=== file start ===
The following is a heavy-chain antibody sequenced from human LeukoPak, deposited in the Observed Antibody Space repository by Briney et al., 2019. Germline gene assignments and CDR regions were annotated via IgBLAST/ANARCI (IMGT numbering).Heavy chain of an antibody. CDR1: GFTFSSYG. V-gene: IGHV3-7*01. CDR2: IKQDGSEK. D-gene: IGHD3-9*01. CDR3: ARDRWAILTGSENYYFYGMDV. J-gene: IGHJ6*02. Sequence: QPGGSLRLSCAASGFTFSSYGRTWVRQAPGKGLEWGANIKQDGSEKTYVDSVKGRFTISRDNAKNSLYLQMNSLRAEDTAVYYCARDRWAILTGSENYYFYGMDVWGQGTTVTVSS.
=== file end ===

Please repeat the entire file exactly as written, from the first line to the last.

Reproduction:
The following is a heavy-chain antibody sequenced from human LeukoPak, deposited in the Observed Antibody Space repository by Briney et al., 2019. Germline gene assignments and CDR regions were annotated via IgBLAST/ANARCI (IMGT numbering).Heavy chain of an antibody. CDR1: GFTFSSYG. V-gene: IGHV3-7*01. CDR2: IKQDGSEK. D-gene: IGHD3-9*01. CDR3: ARDRWAILTGSENYYFYGMDV. J-gene: IGHJ6*02. Sequence: QPGGSLRLSCAASGFTFSSYGRTWVRQAPGKGLEWGANIKQDGSEKTYVDSVKGRFTISRDNAKNSLYLQMNSLRAEDTAVYYCARDRWAILTGSENYYFYGMDVWGQGTTVTVSS.